One of the gripes I have about popular music is that it's too manufactured. The record labels want a product that can be marketed and exploited. As long as those involved look the part, the music is secondary. That wasn't the case with Talking Heads. This was real. Look at their faces and how much they enjoyed the performance. Look at the effort involved.
The music is full of emotion.
There are 16 songs included in the 88 minutes:
1. Psycho Killer
3. Thank You For Sending Me An Angel
4. Found A Job
5. Slippery People
6. Burning Down The House
7. Life During Wartime
8. Making Flippy Floppy
10. What A Day That Was
11. This Must Be The Place (Naïve Melody)
12. Once In A Lifetime
13. Genius Of Love
14. Girlfriend Is Better
15. Take Me To The River
16. Crosseyed And Painless
No weak tracks there. It's not quite the perfect set, but it's close. Don't Worry About the Government would have been a nice addition. The bonus features do include Cities and Big Business/I Zimbra, adding another 11 minutes or so of music.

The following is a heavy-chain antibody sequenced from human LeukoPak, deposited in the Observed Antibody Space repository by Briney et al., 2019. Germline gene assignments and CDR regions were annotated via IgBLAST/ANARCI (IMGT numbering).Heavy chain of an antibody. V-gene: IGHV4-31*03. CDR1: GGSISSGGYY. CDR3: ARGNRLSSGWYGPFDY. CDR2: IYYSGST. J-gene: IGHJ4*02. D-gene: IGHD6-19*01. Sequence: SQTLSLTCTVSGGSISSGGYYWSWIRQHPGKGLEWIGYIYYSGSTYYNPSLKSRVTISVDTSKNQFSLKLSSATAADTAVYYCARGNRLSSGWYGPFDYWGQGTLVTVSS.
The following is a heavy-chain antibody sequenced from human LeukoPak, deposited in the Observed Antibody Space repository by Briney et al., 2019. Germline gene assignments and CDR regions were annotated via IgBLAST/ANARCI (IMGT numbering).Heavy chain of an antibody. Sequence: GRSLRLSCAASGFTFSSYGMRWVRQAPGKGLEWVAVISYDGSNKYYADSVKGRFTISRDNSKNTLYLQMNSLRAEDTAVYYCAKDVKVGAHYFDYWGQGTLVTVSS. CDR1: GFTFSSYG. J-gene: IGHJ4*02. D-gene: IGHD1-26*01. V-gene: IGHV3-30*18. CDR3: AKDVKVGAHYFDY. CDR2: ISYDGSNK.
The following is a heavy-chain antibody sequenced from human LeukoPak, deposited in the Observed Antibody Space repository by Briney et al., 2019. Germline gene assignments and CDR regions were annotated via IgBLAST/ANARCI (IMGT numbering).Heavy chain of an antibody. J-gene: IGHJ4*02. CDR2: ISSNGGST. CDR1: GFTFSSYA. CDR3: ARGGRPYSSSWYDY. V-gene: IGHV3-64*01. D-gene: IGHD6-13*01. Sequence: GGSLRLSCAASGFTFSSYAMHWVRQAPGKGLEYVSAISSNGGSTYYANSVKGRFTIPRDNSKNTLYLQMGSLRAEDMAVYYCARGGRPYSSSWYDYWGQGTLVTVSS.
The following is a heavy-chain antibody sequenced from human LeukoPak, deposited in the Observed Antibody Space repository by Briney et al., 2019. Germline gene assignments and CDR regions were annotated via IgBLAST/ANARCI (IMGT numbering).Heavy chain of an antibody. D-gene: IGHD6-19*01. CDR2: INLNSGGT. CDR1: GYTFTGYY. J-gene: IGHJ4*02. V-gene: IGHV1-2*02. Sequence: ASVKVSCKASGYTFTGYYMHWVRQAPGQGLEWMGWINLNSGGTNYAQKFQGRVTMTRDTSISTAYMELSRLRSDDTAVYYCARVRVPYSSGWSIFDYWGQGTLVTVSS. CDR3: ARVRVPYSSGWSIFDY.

Talking of special features, there's also a 65-minute press conference of the band at a 1999 film festival where the movie was shown for its 15th anniversary.
Video Quality 3/5
You will probably be disappointed by the picture quality. It's marred by frequent dirt, scratches and white specks. Concerts tend to happen in dim settings and you have to remember that it's 27 years old.
Audio Quality 5/5
The real difference here is the sound. There are three lossless mixes. The audience mix (DTS-HD Master Audio 5.1), the studio mix (DTS-HD Master Audio 5.1) and a PCM stereo mix. There are occasional sync issues, such as on Life During Wartime, but overall, things match up well. The audience mix gives more of a concert experience while the studio mix is more polished. Both are excellent.
I quickly forgot the shortcomings of the picture quality and enjoyed the music.
Can I recommend this to everyone? No, definitely not. It depends what kind of music you like. If all you have ever listened to is classic rock and AOR, the jump might be too much for you. If you are familiar with Talking Heads and appreciate what they do, the Blu-ray is an essential purchase.